• Pin to Taskbar can be useful
  • WebDAV remote folders work seamlessly
  • Resizing thumbnails in explorer is occasionally helpful

And that’s pretty much it.  As far as things I don’t like in Windows 7, most of them fall into the category of needlessly changing things (e.g. making it more “user-friendly”) such as the entire network connections control panel, not displaying drive free space in the explorer status bar, the lameass search box in explorer, etc.  And the UAC… I really wanted to believe you might be helpful sometime, but after a month of dealing with your bullshit, I couldn’t take it anymore.

But at least I’m getting to play Company of Heroes 2 now, so I guess it’s all worth it.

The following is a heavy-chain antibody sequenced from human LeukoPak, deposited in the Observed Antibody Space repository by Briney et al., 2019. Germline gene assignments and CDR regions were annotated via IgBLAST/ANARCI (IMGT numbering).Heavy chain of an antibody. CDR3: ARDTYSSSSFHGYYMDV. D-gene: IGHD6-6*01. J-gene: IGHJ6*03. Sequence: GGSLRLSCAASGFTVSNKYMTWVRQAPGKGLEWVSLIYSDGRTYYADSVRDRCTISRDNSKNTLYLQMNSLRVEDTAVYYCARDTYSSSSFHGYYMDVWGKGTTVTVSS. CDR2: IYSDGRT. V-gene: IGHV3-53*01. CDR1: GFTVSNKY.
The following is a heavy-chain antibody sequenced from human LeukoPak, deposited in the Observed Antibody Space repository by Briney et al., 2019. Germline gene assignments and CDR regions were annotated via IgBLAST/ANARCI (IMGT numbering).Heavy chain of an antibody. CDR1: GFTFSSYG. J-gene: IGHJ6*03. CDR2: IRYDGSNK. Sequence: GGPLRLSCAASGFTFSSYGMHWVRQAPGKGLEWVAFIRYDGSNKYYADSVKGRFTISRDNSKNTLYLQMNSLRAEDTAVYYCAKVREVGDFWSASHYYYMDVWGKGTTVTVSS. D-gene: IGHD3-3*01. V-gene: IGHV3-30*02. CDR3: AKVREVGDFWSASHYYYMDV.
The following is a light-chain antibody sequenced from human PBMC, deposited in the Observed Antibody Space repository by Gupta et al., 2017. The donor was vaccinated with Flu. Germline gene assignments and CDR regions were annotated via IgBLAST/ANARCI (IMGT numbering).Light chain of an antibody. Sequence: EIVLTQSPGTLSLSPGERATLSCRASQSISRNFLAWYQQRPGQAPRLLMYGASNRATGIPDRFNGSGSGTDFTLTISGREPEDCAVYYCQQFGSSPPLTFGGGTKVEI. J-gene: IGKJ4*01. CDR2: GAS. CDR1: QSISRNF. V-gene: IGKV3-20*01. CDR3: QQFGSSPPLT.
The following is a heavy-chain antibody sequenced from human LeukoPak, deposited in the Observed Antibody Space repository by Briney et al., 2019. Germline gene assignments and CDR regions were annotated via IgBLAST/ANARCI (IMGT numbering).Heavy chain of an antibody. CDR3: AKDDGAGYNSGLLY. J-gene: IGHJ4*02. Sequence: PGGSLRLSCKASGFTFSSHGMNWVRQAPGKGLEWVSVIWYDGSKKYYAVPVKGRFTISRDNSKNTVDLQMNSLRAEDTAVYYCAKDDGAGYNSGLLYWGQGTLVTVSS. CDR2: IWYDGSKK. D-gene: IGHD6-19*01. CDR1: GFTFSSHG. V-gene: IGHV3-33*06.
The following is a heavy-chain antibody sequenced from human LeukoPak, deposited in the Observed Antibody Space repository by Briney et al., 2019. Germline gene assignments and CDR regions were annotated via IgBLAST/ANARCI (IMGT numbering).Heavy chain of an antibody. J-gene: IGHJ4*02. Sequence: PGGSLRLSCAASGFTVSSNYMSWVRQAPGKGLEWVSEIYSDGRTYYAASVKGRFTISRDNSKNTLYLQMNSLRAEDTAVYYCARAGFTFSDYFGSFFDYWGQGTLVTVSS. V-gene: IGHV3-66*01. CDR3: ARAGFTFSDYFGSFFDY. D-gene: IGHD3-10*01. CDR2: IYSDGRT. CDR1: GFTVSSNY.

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Updates.

I found this killer app for multimonitor setups the other day. It’s called UltraMon and can be found here. It has support for just about everything important that ATI’s Hydravision app has, plus a taskbar for secondary monitors that can show only apps currently on the secondary monitor and different wallpapers and screensavers for secondary monitors. It supposedly also supports an unreal number of monitors. Make sure you pick UltraMon up if you’re going dually like I am.

I also updated my CTT and MBM Interval Log CGI in the top frame. When I added readings for the HDD temp, it set all the other readings off. Alright…peace, niggers. I’m out.